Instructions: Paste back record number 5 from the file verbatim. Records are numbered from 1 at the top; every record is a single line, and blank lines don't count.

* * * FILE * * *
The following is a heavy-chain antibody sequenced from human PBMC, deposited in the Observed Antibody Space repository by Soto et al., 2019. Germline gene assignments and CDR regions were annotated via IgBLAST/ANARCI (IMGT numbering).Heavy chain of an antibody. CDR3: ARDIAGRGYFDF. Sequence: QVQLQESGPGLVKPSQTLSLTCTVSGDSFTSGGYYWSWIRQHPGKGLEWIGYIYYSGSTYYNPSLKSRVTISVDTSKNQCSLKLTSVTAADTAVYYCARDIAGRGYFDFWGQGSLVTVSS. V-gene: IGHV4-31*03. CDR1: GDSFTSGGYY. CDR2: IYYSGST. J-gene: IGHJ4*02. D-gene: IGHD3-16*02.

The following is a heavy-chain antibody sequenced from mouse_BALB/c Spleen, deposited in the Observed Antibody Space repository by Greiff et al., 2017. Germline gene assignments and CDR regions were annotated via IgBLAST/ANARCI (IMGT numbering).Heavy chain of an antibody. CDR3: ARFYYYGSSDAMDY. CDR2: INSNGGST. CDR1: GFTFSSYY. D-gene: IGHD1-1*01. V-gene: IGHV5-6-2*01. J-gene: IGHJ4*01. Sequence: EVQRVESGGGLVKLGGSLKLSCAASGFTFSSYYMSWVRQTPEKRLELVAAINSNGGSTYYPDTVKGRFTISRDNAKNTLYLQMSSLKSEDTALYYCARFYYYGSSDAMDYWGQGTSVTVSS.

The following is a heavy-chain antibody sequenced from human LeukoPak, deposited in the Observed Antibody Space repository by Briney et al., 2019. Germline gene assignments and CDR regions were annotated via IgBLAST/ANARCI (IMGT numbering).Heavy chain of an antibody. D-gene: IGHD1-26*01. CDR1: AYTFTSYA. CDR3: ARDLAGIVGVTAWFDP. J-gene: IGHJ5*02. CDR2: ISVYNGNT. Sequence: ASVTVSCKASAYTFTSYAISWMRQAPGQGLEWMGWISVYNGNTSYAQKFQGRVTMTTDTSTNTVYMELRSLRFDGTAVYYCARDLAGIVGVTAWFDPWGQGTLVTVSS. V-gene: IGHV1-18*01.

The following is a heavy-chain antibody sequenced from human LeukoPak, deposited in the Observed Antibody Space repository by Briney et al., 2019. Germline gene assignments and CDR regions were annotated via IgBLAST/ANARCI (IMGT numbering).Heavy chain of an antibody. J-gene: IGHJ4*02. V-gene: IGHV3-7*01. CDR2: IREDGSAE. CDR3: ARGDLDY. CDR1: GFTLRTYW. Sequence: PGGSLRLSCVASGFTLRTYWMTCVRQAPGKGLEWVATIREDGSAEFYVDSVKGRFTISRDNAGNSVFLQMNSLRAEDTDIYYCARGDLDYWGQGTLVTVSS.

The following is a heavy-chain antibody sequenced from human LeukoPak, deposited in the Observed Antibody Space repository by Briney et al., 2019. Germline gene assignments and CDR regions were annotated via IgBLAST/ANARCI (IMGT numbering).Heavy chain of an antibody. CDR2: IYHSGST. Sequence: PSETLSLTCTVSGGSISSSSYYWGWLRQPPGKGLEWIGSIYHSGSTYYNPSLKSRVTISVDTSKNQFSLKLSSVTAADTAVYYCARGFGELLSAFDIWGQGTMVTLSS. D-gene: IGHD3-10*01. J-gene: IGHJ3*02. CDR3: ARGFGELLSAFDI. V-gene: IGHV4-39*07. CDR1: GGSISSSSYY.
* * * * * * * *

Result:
The following is a heavy-chain antibody sequenced from human LeukoPak, deposited in the Observed Antibody Space repository by Briney et al., 2019. Germline gene assignments and CDR regions were annotated via IgBLAST/ANARCI (IMGT numbering).Heavy chain of an antibody. CDR2: IYHSGST. Sequence: PSETLSLTCTVSGGSISSSSYYWGWLRQPPGKGLEWIGSIYHSGSTYYNPSLKSRVTISVDTSKNQFSLKLSSVTAADTAVYYCARGFGELLSAFDIWGQGTMVTLSS. D-gene: IGHD3-10*01. J-gene: IGHJ3*02. CDR3: ARGFGELLSAFDI. V-gene: IGHV4-39*07. CDR1: GGSISSSSYY.